Recurring Depression and Fruitful Ministry

Charles Spurgeon, “The Prince of Expositors” 1834-1892

DOES RECURRING DEPRESSION PREVENT A FRUITFUL MINISTRY?

The ‘Depression-Prone’ Preacher

by Terry Powell

Long before the proliferation of mass media, he was known and revered throughout the Christian world. Scholars of his era labeled him, “the prince of expositors.” His commentaries, devotionals, and sermons are still being published, generations after his death.

So many folks in London wanted to hear him preach that he occasionally pleaded with church members to stay home so unsaved visitors could get a seat and hear the gospel. The pages of his book, Lectures to My Students, should be dog-eared by every vocational or volunteer teacher of Bible.

Yet, depression dogged Charles Haddon Spurgeon (1834-1892) most of his adult life. A major bout with despondency occurred in 1858 when he was 24, serving as a pastor in London. That’s when he wrote, “My spirits were sunken so low that I could weep by the hour like a child, and yet I know not what I wept for.” Repeated episodes spawned these words: “Causeless depression cannot be reasoned with…as well fight with the mist as with this shapeless, undefinable, yet all-beclouding hopelessness.”

What can we learn from this depression-prone, yet outrageously fruitful leader?

  1. Depression doesn’t necessarily hinder ministry effectiveness. He often didn’t feel like serving, yet enabled by God’s grace, he kept giving himself to others. No matter how physically and emotionally drained he was, most Mondays he wrote out by longhand the previous day’s sermon so it could later be published.
  2. The pain of despondency may expand one’s usefulness by cultivating dependency and humility. Spurgeon said that despondency was “my trial, my thorn in the flesh that Satan wanted to use to take me down, and God wanted to use to deepen my dependency on Him.” A favorite verse of his was 2 Corinthians 12:9, where God told Paul, “My grace is sufficient for you, for my power is made perfect in weakness.” In reference to this verse, Spurgeon said, “My job is not to supply the power, but the weakness. That’s one job I’m good at! It’s God’s job to supply the power.”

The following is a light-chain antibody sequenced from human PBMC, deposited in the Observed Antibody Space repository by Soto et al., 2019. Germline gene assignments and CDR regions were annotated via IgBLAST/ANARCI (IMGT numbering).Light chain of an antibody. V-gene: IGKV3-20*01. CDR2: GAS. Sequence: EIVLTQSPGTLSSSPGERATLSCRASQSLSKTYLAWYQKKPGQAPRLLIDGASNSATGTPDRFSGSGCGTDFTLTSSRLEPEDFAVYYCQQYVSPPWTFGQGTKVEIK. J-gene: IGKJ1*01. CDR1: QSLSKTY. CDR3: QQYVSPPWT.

3. Openness about one’s depression may encourage others, and point them to God’s sustaining grace. Spurgeon’s transparency concerning his depression was rare for his day. Knowing how many people suffered in silence with this malady, he preached a message to show others how he coped with it (titled “When a Preacher Is Downcast”). From experience he learned and taught an ironic truth captured in my favorite Spurgeon quote: “God gets from us most glory when we get from Him much grace.”

  4. His life and ministry demonstrate that depression and spiritual maturity aren’t mutually-exclusive. Depression didn’t negate Spurgeon’s godliness, nor did his steadfast use of spiritual disciplines cure it.

Biographies of and articles about Spurgeon don’t always mention his predilection for depression. Yet reading about his accomplishments and ministry output will show you what God can do through a yielded person not in spite of depression, but possibly because of it. Spurgeon also suffered from severe gout in his later years, long before medical intervention could eliminate or minimize the pain.

I benefited enormously from Arnold Dalimore’s Spurgeon (Banner of Truth, 1984). Also, in a chapter of John Piper’s Future Grace, titled “Faith in Future Grace Versus Despondency,” you can read about Spurgeon’s battle with depression. In 2014, Zack Eswine wrote a more thorough coverage of Spurgeon’s despondency: Spurgeon’s Sorrows: Realistic Hope for Those Who Suffer from Depression (Christian Focus Publishers)

Terry teaches in the areas of Church Ministry and Ministry Leadership at Columbia International University in South Carolina. He has served as a Christian Education staff member for three  churches, and he’s a licensed preacher in the Presbyterian Church of America.  His current books in print are Serve Strong:  Biblical Encouragement to Sustain God’s Servants, and  Now That’s Good A Question!  How To Lead Quality Bible Discussions. Terry has been married for 46 years, and has two sons, a daughter-in-law, one grandson, and a dachshund.  His constant prayer is, “Lord, make me half the man my dog thinks I am!”

Check out his blog at https://penetratingthedarkness.com/. His ministry is focused on Christians experiencing clinical  depression and other mental issues.

 

 

Leave a Reply

Fill in your details below or click an icon to log in:

WordPress.com Logo

You are commenting using your WordPress.com account. Log Out / Change )

Twitter picture

You are commenting using your Twitter account. Log Out / Change )

Facebook photo

You are commenting using your Facebook account. Log Out / Change )

Google+ photo

You are commenting using your Google+ account. Log Out / Change )

Connecting to %s